Second chances are hard to come by. But Jeromy Barber’s media design company 12th Street House decided to give his audience a second chance to save the characters Maddison Atkins and Adam Wilmott from their grisly deaths with the launch of Maddison Atkins 2.0, a reboot of the alternate reality game Maddison Atkins 1.0. Barber explained at ARGFest that he “tried to recreate the plot [of Maddison Atkins 1.0] so there are a lot of things that the players didn’t know but there are a lot of overarching story [elements] that are very similar.”
In April 2007, Maddison Atkins and Adam Wilmott were brutally murdered in the small town of Nacogdoches, Texas. Fifteen days prior to their grisly murders, Maddison received a pigeon with a note tied to its leg at her doorstep. Over two years later, many of the same players who watched Maddison and Adam die returned with equal parts anticipation and trepidation to witness five pigeons delivered to the house of one Ms. Maddison Atkins. The story, which played out over forty-nine YouTube videos and nearly as many video responses, focused on Maddison and Adam’s efforts to trust a community of players attempting to help them while chasing down letters scattered across the globe, from Tucson, Arizona to Sydney, Australia. Indeed, one of the main “puzzles” of the gameplay was winning over its two main characters. As Barber unapologetically explains, “My two main characters are really stupid, and don’t know anything. But they’re very attractive…part of the game is cracking Maddison, getting to know this girl.”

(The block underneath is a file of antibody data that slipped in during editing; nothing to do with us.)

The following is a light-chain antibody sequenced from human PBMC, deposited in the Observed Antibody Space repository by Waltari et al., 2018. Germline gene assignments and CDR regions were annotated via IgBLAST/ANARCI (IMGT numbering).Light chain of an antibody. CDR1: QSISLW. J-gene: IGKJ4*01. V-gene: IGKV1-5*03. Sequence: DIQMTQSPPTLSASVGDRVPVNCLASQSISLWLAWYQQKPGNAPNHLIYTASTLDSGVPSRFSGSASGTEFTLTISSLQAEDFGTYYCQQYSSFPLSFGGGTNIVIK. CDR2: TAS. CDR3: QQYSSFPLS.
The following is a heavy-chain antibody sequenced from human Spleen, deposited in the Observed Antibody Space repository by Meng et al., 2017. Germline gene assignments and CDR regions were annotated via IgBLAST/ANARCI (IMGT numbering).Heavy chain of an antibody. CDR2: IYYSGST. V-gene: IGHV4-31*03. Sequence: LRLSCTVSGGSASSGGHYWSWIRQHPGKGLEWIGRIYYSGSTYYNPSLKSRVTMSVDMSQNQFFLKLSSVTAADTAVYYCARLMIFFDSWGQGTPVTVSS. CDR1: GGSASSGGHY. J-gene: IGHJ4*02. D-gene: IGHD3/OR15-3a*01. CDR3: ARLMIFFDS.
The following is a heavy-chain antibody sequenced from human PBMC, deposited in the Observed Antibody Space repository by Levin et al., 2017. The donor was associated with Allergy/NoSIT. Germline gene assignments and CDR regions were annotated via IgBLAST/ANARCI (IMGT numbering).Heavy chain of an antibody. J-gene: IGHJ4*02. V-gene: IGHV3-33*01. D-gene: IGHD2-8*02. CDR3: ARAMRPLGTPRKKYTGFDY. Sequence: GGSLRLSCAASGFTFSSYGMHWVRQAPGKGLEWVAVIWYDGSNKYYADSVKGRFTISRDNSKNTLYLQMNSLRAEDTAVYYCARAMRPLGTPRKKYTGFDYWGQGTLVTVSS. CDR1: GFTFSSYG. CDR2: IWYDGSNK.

While the YouTube videos provided a strong platform to make the game accessible for newcomers, much of the game’s story advanced through a series of postcards that led to envelopes in locations ranging from a public restroom to a storage center. The envelopes contained heavily redacted letters that revealed information in a variety of ways. By exposing the letters to heat, secret messages appeared, presumably written with lemon juice. By soaking the letters in isopropyl, players were able to read the redacted text. Further messages were hidden in the letters by embossing musical notes onto the paper’s surface, or hidden within the text itself. These clues revealed that a pharmaceutical company was kidnapping young girls to harvest their spinal fluid in order to create a drug that allows the consumer to implant thoughts into someone’s mind by staring them in the eyes.
The game came to a head with Maddison and Adam, still very much alive, raiding the testing facility with the help of private detective George Sloan and the local police department. In the process, they were able to extract the girls from the testing facility, along with Abby, one of the researchers who sent the postcards to Maddison. The ending was bittersweet: while Maddison and Adam survived, someone removed the kidnapped girls from police custody, leaving the possibility for a sequel or another “reboot” open.
Maddison Atkins 2.0 presented a potential solution to many of the problems plaguing alternate reality games: by relying on YouTube as a central platform for gameplay, casual players can follow along with the more interactive actions of the more dedicated fans, allowing for more scalable games. And by offering players a second chance to direct the course of the story, players can take a greater sense of ownership in the game’s conclusion. The game elicited a strong outpouring of user-generated content as the players became invested in seeing the largely oblivious Maddison and Adam through potentially deadly situations.
And if television shows like Day Break are any indication, just because you think you know what’s coming doesn’t mean you can’t be surprised.
You can watch Maddison Atkins 1.0 here, Maddison Atkins 2.0 here, and visit the Maddison Atkins forums here. Jeromy Barber and the 12th Street House team will be speaking with Martin Aggett, the fictitious figurehead of Remix Fiction on Thursday, August 27 at 9PM EST on the Remix Fiction ustream channel.